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Cloudy Forecast, Confused Models

Dan Stillman @ 11:20 PM

A persistent flow off the Atlantic Ocean will continue to sock the D.C. area in with overcast skies and scattered light showers for at least today and tomorrow. Expect high temps in the low-to-mid 60s and lows in the mid-to-upper 50s.

There's a good chance the cloudy and showery conditions will stay with us through Friday. We finally start to clear out over the weekend, with the sun returning and temps on the rise.

Model Misbehavior

It doesn't take a meteorologist to understand the difficulty of this forecasting challenge: Less than 12 hours before precipitation was expected to spread over the Washington area on Monday night, the two primary models that forecasters use to predict weather in the United States had very different opinions on how much rain would fall and where.

This lack of consensus is illustrated in the above image. Both maps show predicted precipitation amounts for a 24-hour period beginning at 8 p.m. Monday and ending at 8 p.m. Tuesday. The left graphic is the forecast from the Global Forecast Model, known as the GFS, while the right graphic is the forecast from the North American Model, known as NAM. The GFS scenario gave D.C. nearly 0.5 inches of rain, with higher amounts just to the west. But according to NAM, only about 0.1 inches were expected to fall.

These kinds of disagreements are typically more of a concern during the winter, when accurate snowfall forecasts are of the utmost importance. But following the record-setting rains of this past weekend, there was worry that another shot of significant rainfall could cause additional flooding.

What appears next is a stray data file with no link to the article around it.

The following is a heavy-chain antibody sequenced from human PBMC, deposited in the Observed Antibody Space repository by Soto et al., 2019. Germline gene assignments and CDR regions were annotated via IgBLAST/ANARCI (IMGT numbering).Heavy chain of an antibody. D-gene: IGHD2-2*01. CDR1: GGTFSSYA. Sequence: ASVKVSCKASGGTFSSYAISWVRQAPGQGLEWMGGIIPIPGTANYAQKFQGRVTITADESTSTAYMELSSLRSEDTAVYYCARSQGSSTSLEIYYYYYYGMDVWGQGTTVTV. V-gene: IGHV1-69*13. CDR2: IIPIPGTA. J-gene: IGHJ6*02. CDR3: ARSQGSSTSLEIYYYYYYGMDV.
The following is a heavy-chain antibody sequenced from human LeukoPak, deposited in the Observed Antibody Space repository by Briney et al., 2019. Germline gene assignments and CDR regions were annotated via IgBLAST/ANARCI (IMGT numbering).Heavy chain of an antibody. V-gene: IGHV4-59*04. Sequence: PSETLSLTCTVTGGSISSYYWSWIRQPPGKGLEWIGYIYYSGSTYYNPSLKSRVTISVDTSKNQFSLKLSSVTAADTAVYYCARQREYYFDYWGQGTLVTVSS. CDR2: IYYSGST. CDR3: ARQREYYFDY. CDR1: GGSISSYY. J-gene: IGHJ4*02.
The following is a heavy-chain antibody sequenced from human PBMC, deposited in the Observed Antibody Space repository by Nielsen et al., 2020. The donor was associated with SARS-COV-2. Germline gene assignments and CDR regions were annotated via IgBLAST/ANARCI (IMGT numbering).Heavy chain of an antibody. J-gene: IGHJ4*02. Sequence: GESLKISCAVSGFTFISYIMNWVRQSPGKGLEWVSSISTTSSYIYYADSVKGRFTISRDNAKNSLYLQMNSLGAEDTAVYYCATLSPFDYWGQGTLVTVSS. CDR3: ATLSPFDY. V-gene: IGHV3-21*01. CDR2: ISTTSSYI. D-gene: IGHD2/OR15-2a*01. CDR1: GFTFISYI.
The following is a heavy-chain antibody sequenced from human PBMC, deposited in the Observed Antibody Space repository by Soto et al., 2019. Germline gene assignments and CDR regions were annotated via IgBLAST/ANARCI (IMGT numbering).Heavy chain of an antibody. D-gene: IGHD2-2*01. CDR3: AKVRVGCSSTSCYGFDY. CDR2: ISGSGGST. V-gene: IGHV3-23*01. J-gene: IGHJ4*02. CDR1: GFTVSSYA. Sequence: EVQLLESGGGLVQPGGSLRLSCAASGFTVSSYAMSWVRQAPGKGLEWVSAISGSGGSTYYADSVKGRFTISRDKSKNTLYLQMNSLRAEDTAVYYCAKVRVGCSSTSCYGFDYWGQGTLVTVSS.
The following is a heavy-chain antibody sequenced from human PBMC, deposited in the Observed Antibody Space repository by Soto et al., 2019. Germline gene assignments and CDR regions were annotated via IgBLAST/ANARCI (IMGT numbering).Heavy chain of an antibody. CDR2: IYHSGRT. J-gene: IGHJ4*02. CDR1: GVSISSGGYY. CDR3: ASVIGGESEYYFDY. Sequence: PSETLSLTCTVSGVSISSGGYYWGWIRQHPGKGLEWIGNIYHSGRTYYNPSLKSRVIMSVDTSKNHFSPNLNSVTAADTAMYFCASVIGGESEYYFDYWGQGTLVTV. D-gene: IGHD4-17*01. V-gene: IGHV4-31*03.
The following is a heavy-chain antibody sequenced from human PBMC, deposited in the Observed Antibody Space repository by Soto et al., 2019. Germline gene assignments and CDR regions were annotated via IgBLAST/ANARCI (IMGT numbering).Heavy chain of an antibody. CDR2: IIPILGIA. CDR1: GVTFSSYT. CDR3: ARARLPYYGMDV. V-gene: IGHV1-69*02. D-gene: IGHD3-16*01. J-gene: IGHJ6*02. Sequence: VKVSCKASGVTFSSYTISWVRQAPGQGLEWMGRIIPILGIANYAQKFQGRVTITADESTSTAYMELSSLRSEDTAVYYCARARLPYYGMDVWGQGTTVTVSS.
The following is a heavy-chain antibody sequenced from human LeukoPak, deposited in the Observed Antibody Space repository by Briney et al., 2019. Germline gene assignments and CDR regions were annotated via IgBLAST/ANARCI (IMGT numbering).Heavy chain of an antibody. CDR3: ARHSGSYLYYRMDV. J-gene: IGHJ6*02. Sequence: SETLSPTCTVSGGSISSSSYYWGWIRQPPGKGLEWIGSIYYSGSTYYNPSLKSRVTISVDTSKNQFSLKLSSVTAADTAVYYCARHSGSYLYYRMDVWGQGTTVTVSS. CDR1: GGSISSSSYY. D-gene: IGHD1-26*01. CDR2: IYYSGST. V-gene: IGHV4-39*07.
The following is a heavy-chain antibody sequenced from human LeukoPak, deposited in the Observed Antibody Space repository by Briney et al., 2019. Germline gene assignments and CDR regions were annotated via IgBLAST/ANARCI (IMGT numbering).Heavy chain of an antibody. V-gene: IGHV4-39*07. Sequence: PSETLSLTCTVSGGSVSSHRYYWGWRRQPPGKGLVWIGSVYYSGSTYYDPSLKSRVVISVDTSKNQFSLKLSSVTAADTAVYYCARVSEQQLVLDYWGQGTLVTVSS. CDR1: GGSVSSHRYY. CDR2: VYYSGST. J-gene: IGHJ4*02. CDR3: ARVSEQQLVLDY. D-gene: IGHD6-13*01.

The National Weather Service erred on the side of caution, issuing a flood watch Monday afternoon and calling for the possibility of 1-2 inches of rain (an earlier GFS run had suggested even more precipitation than that indicated by the graphic above). It soon became clear, however, that heavy precipitation was not in the offing for the immediate metro area. NWS dropped the flood watch early Tuesday morning, and in the end it was NAM that was most on the mark, as Reagan National came in with a 24-hour total of only .07 inches of rain.

For all you weather wonks out there, this isn't the first time GFS has busted badly compared to NAM.

Images courtesy the National Centers for Environmental Prediction.

A Scathing Review

The Miami Herald is in the midst of publishing an in-depth series of articles chronicling mishaps and mistakes at the National Weather Service and National Hurricane Center during the past few decades. This article from today's edition includes links to other articles in the series and an "about the series" summary.

I haven't had a chance to read through all the stories yet, but on first glance it is clear that the Herald left no stone unturned. It'll be interesting to see what kind of fall out, if any, is triggered by these stories.

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